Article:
Clicking on the Web: Celebrating Women’s History Month

by Howard Lestrud

March is a very busy month with many observances planned for worthy causes or to honor special people.

Many of those special people will be recognized during Women’s History Month in March.

In this column, we pay tribute to many of the women who have pioneered many causes in our nation.

Also, in March, we see these other observances: St. Patrick’s Day, March 17; National Nutrition Month; March is Kidney Month; March is Red Cross Month; March is Music in Our Schools Month and during March, we Read Across America.

Go to a special Library of Congress website on Women’s History Month at http://womenshistorymonth.gov/

The Library of Congress, National Archives and Records Administration, National Endowment for the Humanities, National Gallery of Art, National Park Service, Smithsonian Institution and United States Holocaust Memorial Museum join in paying tribute to the generations of women whose commitment to nature and the planet have proved invaluable to society.

Let’s read from the Library of Congress site:

“Before the 1970s, the topic of women’s history was largely missing from general public consciousness.

“To address this situation, the Education Task Force of the Sonoma County (California) Commission on the Status of Women initiated a  ‘Women’s History Week’ celebration in 1978 and chose the week of March 8 to coincide with International Women’s Day.

“The celebration was met with positive response, and schools began to host their own Women’s History Week programs.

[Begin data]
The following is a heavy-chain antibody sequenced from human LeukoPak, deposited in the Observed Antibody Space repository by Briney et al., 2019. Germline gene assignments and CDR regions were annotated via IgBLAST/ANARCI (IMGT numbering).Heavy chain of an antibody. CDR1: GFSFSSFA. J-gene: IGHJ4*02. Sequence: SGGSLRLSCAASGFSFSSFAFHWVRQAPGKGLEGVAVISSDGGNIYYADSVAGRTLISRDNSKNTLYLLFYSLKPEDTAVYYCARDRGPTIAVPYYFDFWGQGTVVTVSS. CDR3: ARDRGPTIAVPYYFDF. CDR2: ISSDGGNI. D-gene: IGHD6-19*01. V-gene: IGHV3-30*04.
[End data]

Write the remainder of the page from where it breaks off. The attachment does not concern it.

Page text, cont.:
“The next year, leaders from the California group shared their project at a Women’s History Institute at Sarah Lawrence College.

“Other participants not only became determined to begin their own local Women’s History Week projects but also agreed to support an effort to have Congress declare a national Women’s History Week.

“In 1981, Sen. Orrin Hatch (R-UT) and Rep. Barbara Mikulski (D-MD) cosponsored the first Joint Congressional Resolution proclaiming a ‘Women’s History Week.’

“In 1987, the National Women’s History Project petitioned Congress to expand the celebration to the entire month of March.

“Since then, the National Women’s History Month Resolution has been approved every year with bipartisan support in both the House and Senate.”

This year’s Women’s History Month theme is Our History is Our Strength.

The National Women’s History Project says, “Our shared history unites families, communities, and nations.

“Although women’s history is intertwined with the history shared with men, several factors – social, religious, economic, and biological – have worked to create a unique sphere of women’s history.”

Continue reading from the National Women’s History Project:

“Although women now outnumber men in American colleges nationwide, the reversal of the gender gap is a very recent phenomenon.

“The fight to learn was a valiant struggle waged by many tenacious women — across years and across cultures — in our country.

“After the American Revolution, the notion of education as a safeguard for democracy created opportunities for girls to gain a basic education — based largely on the premise that, as mothers, they would nurture not only the bodies but also the minds of (male) citizens and leaders.